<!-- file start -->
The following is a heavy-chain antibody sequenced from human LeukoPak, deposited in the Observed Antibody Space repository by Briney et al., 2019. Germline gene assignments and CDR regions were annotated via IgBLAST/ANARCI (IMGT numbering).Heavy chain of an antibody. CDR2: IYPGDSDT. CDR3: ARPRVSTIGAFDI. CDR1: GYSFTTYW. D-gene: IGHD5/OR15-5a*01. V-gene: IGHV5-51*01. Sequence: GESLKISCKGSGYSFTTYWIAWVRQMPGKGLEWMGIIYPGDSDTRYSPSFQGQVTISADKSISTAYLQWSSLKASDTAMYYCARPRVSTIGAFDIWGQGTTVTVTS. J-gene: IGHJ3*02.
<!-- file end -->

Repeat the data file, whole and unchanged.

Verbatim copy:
The following is a heavy-chain antibody sequenced from human LeukoPak, deposited in the Observed Antibody Space repository by Briney et al., 2019. Germline gene assignments and CDR regions were annotated via IgBLAST/ANARCI (IMGT numbering).Heavy chain of an antibody. CDR2: IYPGDSDT. CDR3: ARPRVSTIGAFDI. CDR1: GYSFTTYW. D-gene: IGHD5/OR15-5a*01. V-gene: IGHV5-51*01. Sequence: GESLKISCKGSGYSFTTYWIAWVRQMPGKGLEWMGIIYPGDSDTRYSPSFQGQVTISADKSISTAYLQWSSLKASDTAMYYCARPRVSTIGAFDIWGQGTTVTVTS. J-gene: IGHJ3*02.